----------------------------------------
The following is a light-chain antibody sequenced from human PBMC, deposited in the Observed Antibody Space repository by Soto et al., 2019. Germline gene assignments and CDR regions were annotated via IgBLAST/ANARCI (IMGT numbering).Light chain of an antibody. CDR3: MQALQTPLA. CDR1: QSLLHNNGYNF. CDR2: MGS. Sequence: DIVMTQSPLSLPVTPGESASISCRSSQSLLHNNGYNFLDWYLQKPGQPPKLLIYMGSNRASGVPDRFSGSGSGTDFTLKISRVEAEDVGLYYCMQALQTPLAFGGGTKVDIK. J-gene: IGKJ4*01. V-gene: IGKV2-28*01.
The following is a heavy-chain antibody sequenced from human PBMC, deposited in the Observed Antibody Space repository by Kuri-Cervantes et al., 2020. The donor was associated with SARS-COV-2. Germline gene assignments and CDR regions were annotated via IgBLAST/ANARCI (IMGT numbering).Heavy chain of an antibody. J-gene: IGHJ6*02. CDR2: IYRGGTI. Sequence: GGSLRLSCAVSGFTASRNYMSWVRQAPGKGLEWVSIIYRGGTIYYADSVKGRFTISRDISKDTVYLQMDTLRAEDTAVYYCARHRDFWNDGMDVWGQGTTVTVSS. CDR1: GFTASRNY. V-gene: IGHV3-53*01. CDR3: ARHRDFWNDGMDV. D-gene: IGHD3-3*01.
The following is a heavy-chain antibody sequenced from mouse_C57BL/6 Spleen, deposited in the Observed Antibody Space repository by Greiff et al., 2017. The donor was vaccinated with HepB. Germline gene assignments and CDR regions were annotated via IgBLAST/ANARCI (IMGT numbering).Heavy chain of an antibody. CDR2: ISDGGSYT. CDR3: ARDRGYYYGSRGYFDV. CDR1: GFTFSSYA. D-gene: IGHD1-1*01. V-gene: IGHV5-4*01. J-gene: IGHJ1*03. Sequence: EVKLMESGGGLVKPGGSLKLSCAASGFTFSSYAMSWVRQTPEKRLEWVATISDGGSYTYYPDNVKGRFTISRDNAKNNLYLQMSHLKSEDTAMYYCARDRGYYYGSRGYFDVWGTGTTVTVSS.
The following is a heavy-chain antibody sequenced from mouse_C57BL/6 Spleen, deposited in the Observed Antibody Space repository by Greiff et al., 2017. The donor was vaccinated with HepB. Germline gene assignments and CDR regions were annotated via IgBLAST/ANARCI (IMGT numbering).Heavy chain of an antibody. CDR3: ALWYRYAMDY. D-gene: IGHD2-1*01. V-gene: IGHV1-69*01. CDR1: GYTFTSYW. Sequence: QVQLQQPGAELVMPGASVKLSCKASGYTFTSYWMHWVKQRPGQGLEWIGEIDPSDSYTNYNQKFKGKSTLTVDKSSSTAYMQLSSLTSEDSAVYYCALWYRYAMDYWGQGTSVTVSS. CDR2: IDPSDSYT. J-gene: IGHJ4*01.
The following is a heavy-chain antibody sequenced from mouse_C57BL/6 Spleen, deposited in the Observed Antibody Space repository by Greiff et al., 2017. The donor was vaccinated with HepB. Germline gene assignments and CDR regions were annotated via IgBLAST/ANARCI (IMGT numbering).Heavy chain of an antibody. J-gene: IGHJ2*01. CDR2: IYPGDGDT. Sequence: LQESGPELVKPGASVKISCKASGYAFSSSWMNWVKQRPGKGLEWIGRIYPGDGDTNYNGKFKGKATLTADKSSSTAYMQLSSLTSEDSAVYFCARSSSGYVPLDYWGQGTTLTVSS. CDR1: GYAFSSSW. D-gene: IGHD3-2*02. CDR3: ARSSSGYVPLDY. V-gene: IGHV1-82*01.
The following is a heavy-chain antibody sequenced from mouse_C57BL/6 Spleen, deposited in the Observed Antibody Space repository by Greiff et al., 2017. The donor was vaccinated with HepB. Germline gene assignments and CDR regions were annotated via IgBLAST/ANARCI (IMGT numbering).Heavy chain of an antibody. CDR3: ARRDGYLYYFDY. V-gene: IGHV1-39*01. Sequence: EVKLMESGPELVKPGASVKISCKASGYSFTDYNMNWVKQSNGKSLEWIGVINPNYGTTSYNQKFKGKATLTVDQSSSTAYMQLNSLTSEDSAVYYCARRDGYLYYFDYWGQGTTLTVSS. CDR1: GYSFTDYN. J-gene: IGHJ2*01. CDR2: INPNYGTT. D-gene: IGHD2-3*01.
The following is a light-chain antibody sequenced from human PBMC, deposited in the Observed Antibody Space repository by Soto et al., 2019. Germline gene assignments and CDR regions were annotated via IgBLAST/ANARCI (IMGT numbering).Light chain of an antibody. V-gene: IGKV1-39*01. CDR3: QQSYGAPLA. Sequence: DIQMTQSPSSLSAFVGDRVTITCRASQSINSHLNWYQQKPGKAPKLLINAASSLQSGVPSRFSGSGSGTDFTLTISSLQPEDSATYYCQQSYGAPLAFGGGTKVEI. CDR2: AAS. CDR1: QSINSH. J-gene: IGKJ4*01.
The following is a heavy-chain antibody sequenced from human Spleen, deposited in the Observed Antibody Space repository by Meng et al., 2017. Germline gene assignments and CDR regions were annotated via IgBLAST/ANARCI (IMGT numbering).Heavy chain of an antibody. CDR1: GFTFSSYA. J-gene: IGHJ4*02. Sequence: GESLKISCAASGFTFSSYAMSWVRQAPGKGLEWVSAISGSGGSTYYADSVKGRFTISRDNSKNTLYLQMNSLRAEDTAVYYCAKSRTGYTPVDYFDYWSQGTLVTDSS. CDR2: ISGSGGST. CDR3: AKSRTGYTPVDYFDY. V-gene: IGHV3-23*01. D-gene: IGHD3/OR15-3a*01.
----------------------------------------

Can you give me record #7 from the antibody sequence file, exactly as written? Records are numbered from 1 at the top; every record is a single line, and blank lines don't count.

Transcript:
The following is a light-chain antibody sequenced from human PBMC, deposited in the Observed Antibody Space repository by Soto et al., 2019. Germline gene assignments and CDR regions were annotated via IgBLAST/ANARCI (IMGT numbering).Light chain of an antibody. V-gene: IGKV1-39*01. CDR3: QQSYGAPLA. Sequence: DIQMTQSPSSLSAFVGDRVTITCRASQSINSHLNWYQQKPGKAPKLLINAASSLQSGVPSRFSGSGSGTDFTLTISSLQPEDSATYYCQQSYGAPLAFGGGTKVEI. CDR2: AAS. CDR1: QSINSH. J-gene: IGKJ4*01.